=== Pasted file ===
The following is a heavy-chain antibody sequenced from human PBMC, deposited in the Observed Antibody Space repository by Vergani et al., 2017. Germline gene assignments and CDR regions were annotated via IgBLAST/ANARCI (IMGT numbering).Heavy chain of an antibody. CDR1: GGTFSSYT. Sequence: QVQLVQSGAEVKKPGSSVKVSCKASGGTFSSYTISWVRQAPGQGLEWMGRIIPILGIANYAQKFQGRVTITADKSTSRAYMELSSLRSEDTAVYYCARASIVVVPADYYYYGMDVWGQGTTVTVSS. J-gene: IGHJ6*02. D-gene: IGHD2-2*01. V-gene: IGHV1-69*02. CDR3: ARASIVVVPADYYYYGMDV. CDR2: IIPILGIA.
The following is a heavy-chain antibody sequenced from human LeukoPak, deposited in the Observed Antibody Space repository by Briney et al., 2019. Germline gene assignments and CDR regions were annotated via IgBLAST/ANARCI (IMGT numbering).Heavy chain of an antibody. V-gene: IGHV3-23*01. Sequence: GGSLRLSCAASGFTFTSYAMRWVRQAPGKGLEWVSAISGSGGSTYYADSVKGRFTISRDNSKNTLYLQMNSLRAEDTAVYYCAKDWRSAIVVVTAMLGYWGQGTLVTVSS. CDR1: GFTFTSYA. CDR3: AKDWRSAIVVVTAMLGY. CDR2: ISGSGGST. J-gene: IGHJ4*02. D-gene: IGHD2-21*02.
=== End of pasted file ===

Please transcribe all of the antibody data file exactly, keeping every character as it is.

The following is a heavy-chain antibody sequenced from human PBMC, deposited in the Observed Antibody Space repository by Vergani et al., 2017. Germline gene assignments and CDR regions were annotated via IgBLAST/ANARCI (IMGT numbering).Heavy chain of an antibody. CDR1: GGTFSSYT. Sequence: QVQLVQSGAEVKKPGSSVKVSCKASGGTFSSYTISWVRQAPGQGLEWMGRIIPILGIANYAQKFQGRVTITADKSTSRAYMELSSLRSEDTAVYYCARASIVVVPADYYYYGMDVWGQGTTVTVSS. J-gene: IGHJ6*02. D-gene: IGHD2-2*01. V-gene: IGHV1-69*02. CDR3: ARASIVVVPADYYYYGMDV. CDR2: IIPILGIA.
The following is a heavy-chain antibody sequenced from human LeukoPak, deposited in the Observed Antibody Space repository by Briney et al., 2019. Germline gene assignments and CDR regions were annotated via IgBLAST/ANARCI (IMGT numbering).Heavy chain of an antibody. V-gene: IGHV3-23*01. Sequence: GGSLRLSCAASGFTFTSYAMRWVRQAPGKGLEWVSAISGSGGSTYYADSVKGRFTISRDNSKNTLYLQMNSLRAEDTAVYYCAKDWRSAIVVVTAMLGYWGQGTLVTVSS. CDR1: GFTFTSYA. CDR3: AKDWRSAIVVVTAMLGY. CDR2: ISGSGGST. J-gene: IGHJ4*02. D-gene: IGHD2-21*02.